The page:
1. Love it Bob and I agree. Balance is not a day to day activity, it is measured over longer periods of time. When riding a bicycle, it is easiest to stay balanced when moving quickly, why not take that attitude with life.


  2. Really good, Bob. I agree that balance is a temporary state. We catch our breath, look around, assess, then assault the next interesting hill. Sometimes that seems like a “balance” move, but it isn’t. You can assault meaningful time and experiences with your adult children with the same fervor you bring to a new job; looks like balance, but it isn’t. It’s a commitment and you can’t let your job get in the way.
    Keep it up, Bob. As always, you make me think.


    • Bob,
      Really good to hear from you, it has been awhile. I miss the MSGL sessions. Anyway, interesting writing, I had the feeling you were taking both sides of the argument and thus it would be difficult to challenge your ideas. However, I do challenge the premise that life balance is temporary. There are those, I among them, who believe life balance is an absolute imperative for true success. I think it unfair to blame balance as an excuse for not being successful in either of its dimensions. I would argue that without a consistent life balance one cannot be truly successful and must accept failure in either one’s career or personal life demands. Consistent life balance is achievable and I believe it is the benchmark of the truly successful.


      • Great point Bruce, but I’m not sure that I would measure a life, or my life, by whether I’m always keeping it ‘in balance.’ My point: there are times when I must indeed give up the balance to deal with the exigencies of the environment, whether it be hurricane, sickness, family or work emergency, or whatever. As I get older, I look for longer periods of life balance, but even then, I anticipate things beyond my control, demanding that I focus my energy on dealing with something over which I have little control – my own health or the health of a loved one, for example. In those times, I still may shoot for making small deposits in my life balance account, but I’m really drawing on it much more, to give me the strength and enquanimity to deal with whatever ‘The Author’ may have thrown in my path. Given that these periods when one is focussed on ‘survival, and require intensity and focus, and may not permit ‘balance’ are part of the rich tapestry of life, I’m not sure that constant and sustained balance is achievable or even desirable. Just a thought. Thanks for your input. Bob


  3. Killer post, this reminds me of a discussion i had the other day with a guy who asked me wether we wanted people to think we were fanatics with something we were trying to pull off, to which i responded “thats the only way it will”


  4. I work in a very “balanced” environment. I show up whenever I want, am encouraged to take two-hour lunches to form meaningful bonds with my colleagues, and have my leadership’s full blessing to cut out early whenever I need to attend one of my kid’s events. Many of my co-workers are moms who do much of their work from home in order to spend more quality time with their children.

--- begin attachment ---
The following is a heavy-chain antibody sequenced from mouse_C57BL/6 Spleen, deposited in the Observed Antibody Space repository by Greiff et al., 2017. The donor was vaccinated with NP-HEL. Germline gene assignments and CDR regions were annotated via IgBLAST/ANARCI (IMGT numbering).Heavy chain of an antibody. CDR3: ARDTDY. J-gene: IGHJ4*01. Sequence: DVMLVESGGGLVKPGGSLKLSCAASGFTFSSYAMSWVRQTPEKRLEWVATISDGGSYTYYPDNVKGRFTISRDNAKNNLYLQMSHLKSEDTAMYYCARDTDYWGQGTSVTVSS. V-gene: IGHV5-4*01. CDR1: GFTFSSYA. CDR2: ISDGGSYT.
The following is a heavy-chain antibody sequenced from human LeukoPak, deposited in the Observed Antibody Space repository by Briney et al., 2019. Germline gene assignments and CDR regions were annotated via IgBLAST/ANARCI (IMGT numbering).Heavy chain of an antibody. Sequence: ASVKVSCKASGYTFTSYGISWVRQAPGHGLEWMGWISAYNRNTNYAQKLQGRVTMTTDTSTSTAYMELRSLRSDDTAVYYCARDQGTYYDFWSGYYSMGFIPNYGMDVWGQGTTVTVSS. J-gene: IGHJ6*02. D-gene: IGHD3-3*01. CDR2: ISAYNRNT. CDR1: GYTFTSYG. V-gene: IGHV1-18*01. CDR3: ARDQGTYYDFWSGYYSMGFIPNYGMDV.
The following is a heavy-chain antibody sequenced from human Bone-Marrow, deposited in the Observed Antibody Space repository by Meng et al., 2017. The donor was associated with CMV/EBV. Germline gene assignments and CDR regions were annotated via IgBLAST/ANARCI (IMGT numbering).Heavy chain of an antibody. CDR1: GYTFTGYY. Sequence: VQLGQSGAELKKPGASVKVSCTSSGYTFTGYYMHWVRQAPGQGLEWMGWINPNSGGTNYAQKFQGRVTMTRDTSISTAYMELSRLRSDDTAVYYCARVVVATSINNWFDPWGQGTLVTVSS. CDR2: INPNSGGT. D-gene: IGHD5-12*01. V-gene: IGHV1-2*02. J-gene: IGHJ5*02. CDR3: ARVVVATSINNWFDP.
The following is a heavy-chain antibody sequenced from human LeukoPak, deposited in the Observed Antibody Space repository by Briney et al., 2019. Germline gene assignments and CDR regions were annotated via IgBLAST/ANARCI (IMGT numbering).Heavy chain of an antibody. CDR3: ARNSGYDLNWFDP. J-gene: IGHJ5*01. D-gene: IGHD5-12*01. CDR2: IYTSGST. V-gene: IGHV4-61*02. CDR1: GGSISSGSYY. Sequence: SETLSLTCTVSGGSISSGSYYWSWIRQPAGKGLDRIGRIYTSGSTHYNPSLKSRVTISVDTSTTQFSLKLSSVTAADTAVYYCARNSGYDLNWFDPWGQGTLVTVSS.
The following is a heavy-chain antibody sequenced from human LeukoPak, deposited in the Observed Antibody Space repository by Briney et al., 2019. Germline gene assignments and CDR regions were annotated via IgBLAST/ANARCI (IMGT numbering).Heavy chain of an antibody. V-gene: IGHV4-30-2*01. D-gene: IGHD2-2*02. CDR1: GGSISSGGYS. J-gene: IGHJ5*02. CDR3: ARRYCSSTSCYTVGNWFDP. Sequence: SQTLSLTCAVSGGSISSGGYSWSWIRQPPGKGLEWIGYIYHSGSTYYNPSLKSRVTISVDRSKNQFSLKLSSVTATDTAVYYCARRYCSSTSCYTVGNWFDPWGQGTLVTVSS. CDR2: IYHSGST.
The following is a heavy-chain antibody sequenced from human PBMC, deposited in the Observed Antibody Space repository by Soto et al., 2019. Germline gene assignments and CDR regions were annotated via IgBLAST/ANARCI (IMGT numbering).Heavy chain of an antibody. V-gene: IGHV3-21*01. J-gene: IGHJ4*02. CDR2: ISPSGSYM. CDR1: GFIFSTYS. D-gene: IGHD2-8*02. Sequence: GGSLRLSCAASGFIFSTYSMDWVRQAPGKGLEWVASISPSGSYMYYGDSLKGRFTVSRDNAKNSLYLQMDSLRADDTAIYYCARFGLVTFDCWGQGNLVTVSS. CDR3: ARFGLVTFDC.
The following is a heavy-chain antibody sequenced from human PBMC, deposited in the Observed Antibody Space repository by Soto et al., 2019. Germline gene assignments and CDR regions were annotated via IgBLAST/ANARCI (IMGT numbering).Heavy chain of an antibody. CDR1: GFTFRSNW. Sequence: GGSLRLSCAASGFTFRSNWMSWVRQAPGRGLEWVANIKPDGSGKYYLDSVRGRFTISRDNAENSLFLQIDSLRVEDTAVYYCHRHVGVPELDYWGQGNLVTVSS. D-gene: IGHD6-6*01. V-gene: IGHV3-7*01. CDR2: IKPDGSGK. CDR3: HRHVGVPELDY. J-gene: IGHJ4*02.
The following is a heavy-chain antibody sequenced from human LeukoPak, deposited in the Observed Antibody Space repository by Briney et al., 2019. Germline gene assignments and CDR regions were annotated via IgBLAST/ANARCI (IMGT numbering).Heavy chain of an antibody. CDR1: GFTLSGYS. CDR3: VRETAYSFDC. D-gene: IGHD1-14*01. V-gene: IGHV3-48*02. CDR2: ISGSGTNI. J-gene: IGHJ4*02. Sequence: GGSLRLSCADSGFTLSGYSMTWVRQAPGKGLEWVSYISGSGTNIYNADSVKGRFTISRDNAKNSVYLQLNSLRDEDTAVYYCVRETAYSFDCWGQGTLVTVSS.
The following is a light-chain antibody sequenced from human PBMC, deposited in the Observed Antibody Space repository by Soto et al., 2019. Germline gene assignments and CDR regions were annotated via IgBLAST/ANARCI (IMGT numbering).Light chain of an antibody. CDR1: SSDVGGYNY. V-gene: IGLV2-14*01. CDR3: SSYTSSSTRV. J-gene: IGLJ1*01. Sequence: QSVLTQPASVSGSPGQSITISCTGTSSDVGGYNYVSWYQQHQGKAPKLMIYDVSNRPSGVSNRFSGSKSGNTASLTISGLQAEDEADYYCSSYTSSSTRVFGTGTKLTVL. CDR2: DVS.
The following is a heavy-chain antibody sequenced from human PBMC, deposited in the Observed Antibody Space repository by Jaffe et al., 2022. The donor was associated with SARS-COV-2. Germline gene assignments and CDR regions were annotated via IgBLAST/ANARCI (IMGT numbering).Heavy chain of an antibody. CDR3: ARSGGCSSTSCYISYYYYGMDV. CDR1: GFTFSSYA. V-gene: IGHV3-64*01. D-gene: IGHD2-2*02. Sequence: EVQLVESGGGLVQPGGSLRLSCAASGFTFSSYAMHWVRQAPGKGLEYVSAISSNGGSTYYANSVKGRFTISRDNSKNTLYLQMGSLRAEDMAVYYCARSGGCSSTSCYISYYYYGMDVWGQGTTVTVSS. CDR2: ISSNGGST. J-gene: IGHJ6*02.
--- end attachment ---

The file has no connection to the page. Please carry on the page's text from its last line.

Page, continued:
It’s a very balanced environment, indeed. And it’s about to drive me out of my f-ing mind.

    Nicely done, Bob.


  5. One of my friends responded to me personally: ” In my attempt to stay balanced, and not achieve greatness, I’m leaving the office after the market closes for a couple hours of stand-up paddling into some overhead surf on Pt. Magu base. I guess I’ll have to put my efforts into raising three kids that have the tools and drive to change the world” – I thought that was clever. Bob


  6. Rick Woolard responded with a quote from Travels with Charley, by John Steinbeck:

    “I had seen so many men begin to pack their lives in cotton wool, smother their impulses, hood their passions and gradually retire from their manhood into a kind of spiritual and physical semi-invalidism. In this they are encouraged by wives and relatives, and it’s such a sweet trap.

    A kind of second childhood falls upon so many men. They trade their violence for the promise of a small increase in life span. In effect the head of the house becomes the youngest child. And I have searched myself for this possibility with a kind of horror. I did not want to surrender fierceness for a small gain in yardage. My wife married a man; I saw no reason why she should inherit a baby.

    In my own life I am not willing to trade quantity for quality. I have always lived violently, drunk hugely, eaten too much or not at all, slept around the clock or missed two nights of sleeping, worked too hard and too long in glory or slobbed for a time in utter laziness. I’ve lifted, pulled, chopped, climbed, made love with joy and taken my hangovers as a consequence, not as a punishment.”

    -Thanks Rick! Bob


  7. Great post, Bob. As you know, we enjoy a nice work-life balance here at USD, but I can’t help but think about what life would be like in a different job. I’d probably make more money, but would that make me happier? Not likely, especially given that the extra money would come at the expense of spending time with my family, having a less flexible work environment, and of course, not working for you!

    Seriously, though. It’s 3:45pm on the Friday before a three-day weekend. Time for some balance. See you Tuesday!


  8. Thought-provoking post! I must confess that I am unsure what “life balance” really means – different things to different people I expect – but to me it is a certain contentment with my life and all that I have done so far and never regretting “the path not taken”.

    Thanks, Bob, for including me on your distribution list – are you sure you meant to? I am sure that I am not nearly as clever or interesting as your other friends!


  9. Bob,
    Enjoying the discussion. When you cite those times where a job requires 80 hours or a sick family member needs more of one’s time, I view those as the times we must get out of balance. I see those as temporarily unbalanced events that when finished one should return to balance. I just believe there is a pletera of evidence that when one lives without balance one of the deminsions of balance represents failure whether that is career or personal life. I remember one of your fathers colleagues a 3 Star with two young sons living on the strteets of San Diego. Clearly success as an Admiral but failure as a fat5her.


  10. very insightful. for those accepting of increasing responsibility and accountability. with passion and drive for what they do, the challenge is having less control over the obstacles to managing the balance–crises, operational tempo, global finance, natural disasters–. one can only hope that crises on the personal side of the scale don’t collide with crises on the work side–important to have a resilient and understanding family and friends support base.